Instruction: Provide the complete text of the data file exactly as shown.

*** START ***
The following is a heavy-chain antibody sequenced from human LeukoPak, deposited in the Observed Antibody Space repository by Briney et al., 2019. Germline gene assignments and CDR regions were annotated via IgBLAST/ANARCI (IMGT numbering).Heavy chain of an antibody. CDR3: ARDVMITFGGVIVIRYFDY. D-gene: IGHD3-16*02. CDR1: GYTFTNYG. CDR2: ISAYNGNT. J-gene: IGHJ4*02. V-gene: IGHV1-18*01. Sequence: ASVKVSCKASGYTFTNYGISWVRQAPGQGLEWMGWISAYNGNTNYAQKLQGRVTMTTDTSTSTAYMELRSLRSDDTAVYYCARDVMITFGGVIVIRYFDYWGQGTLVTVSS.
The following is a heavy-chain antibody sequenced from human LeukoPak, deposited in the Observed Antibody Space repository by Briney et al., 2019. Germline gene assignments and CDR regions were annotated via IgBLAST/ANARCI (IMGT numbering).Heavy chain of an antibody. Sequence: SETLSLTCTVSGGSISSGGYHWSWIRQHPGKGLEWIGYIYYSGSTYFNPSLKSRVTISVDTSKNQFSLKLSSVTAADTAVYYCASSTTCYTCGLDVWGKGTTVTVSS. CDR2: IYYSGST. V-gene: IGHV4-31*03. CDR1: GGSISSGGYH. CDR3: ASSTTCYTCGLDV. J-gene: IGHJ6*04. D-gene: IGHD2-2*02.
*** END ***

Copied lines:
The following is a heavy-chain antibody sequenced from human LeukoPak, deposited in the Observed Antibody Space repository by Briney et al., 2019. Germline gene assignments and CDR regions were annotated via IgBLAST/ANARCI (IMGT numbering).Heavy chain of an antibody. CDR3: ARDVMITFGGVIVIRYFDY. D-gene: IGHD3-16*02. CDR1: GYTFTNYG. CDR2: ISAYNGNT. J-gene: IGHJ4*02. V-gene: IGHV1-18*01. Sequence: ASVKVSCKASGYTFTNYGISWVRQAPGQGLEWMGWISAYNGNTNYAQKLQGRVTMTTDTSTSTAYMELRSLRSDDTAVYYCARDVMITFGGVIVIRYFDYWGQGTLVTVSS.
The following is a heavy-chain antibody sequenced from human LeukoPak, deposited in the Observed Antibody Space repository by Briney et al., 2019. Germline gene assignments and CDR regions were annotated via IgBLAST/ANARCI (IMGT numbering).Heavy chain of an antibody. Sequence: SETLSLTCTVSGGSISSGGYHWSWIRQHPGKGLEWIGYIYYSGSTYFNPSLKSRVTISVDTSKNQFSLKLSSVTAADTAVYYCASSTTCYTCGLDVWGKGTTVTVSS. CDR2: IYYSGST. V-gene: IGHV4-31*03. CDR1: GGSISSGGYH. CDR3: ASSTTCYTCGLDV. J-gene: IGHJ6*04. D-gene: IGHD2-2*02.